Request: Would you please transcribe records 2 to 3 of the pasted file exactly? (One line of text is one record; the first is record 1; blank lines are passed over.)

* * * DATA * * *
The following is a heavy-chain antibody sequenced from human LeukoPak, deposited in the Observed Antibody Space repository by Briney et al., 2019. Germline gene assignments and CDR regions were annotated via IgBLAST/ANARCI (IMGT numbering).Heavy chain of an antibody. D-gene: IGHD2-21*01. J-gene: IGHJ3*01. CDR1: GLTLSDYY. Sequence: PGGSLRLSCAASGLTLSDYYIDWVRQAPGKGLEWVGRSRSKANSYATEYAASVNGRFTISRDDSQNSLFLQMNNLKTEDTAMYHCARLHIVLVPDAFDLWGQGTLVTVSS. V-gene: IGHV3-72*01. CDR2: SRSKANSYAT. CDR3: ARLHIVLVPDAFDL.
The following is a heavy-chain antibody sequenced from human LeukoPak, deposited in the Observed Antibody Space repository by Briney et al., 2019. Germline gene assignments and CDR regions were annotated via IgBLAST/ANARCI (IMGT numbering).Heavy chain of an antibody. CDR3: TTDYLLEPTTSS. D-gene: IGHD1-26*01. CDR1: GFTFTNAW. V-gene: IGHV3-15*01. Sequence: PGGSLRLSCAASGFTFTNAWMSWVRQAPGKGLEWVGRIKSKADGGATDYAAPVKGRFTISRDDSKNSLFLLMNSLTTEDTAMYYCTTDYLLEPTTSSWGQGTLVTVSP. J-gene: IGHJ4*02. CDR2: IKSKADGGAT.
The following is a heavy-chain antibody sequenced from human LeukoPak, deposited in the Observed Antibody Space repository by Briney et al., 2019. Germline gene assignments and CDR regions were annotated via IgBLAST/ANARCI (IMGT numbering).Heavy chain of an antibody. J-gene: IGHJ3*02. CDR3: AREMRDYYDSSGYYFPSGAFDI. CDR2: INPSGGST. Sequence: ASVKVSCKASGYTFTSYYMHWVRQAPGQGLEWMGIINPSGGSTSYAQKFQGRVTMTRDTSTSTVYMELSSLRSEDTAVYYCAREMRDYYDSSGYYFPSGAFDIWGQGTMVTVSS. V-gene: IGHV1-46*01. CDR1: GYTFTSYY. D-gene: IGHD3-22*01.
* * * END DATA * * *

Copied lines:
The following is a heavy-chain antibody sequenced from human LeukoPak, deposited in the Observed Antibody Space repository by Briney et al., 2019. Germline gene assignments and CDR regions were annotated via IgBLAST/ANARCI (IMGT numbering).Heavy chain of an antibody. CDR3: TTDYLLEPTTSS. D-gene: IGHD1-26*01. CDR1: GFTFTNAW. V-gene: IGHV3-15*01. Sequence: PGGSLRLSCAASGFTFTNAWMSWVRQAPGKGLEWVGRIKSKADGGATDYAAPVKGRFTISRDDSKNSLFLLMNSLTTEDTAMYYCTTDYLLEPTTSSWGQGTLVTVSP. J-gene: IGHJ4*02. CDR2: IKSKADGGAT.
The following is a heavy-chain antibody sequenced from human LeukoPak, deposited in the Observed Antibody Space repository by Briney et al., 2019. Germline gene assignments and CDR regions were annotated via IgBLAST/ANARCI (IMGT numbering).Heavy chain of an antibody. J-gene: IGHJ3*02. CDR3: AREMRDYYDSSGYYFPSGAFDI. CDR2: INPSGGST. Sequence: ASVKVSCKASGYTFTSYYMHWVRQAPGQGLEWMGIINPSGGSTSYAQKFQGRVTMTRDTSTSTVYMELSSLRSEDTAVYYCAREMRDYYDSSGYYFPSGAFDIWGQGTMVTVSS. V-gene: IGHV1-46*01. CDR1: GYTFTSYY. D-gene: IGHD3-22*01.